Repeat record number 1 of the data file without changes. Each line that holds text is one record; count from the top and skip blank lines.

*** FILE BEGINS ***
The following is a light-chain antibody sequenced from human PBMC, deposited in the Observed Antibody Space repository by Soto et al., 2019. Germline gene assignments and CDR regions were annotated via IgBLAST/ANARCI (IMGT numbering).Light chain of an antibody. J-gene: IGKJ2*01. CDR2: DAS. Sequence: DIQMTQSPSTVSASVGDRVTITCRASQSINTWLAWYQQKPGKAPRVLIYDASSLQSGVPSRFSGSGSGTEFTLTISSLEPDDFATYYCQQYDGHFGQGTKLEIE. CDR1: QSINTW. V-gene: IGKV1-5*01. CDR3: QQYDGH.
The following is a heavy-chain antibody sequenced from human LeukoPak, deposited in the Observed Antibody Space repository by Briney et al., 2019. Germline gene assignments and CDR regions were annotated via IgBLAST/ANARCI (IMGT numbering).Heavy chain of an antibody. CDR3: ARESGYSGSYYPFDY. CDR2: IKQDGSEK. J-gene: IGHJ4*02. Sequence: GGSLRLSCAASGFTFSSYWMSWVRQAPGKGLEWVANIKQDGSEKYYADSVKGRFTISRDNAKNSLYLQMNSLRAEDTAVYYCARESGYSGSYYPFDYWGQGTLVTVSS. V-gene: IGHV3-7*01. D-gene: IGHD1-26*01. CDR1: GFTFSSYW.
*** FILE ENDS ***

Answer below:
The following is a light-chain antibody sequenced from human PBMC, deposited in the Observed Antibody Space repository by Soto et al., 2019. Germline gene assignments and CDR regions were annotated via IgBLAST/ANARCI (IMGT numbering).Light chain of an antibody. J-gene: IGKJ2*01. CDR2: DAS. Sequence: DIQMTQSPSTVSASVGDRVTITCRASQSINTWLAWYQQKPGKAPRVLIYDASSLQSGVPSRFSGSGSGTEFTLTISSLEPDDFATYYCQQYDGHFGQGTKLEIE. CDR1: QSINTW. V-gene: IGKV1-5*01. CDR3: QQYDGH.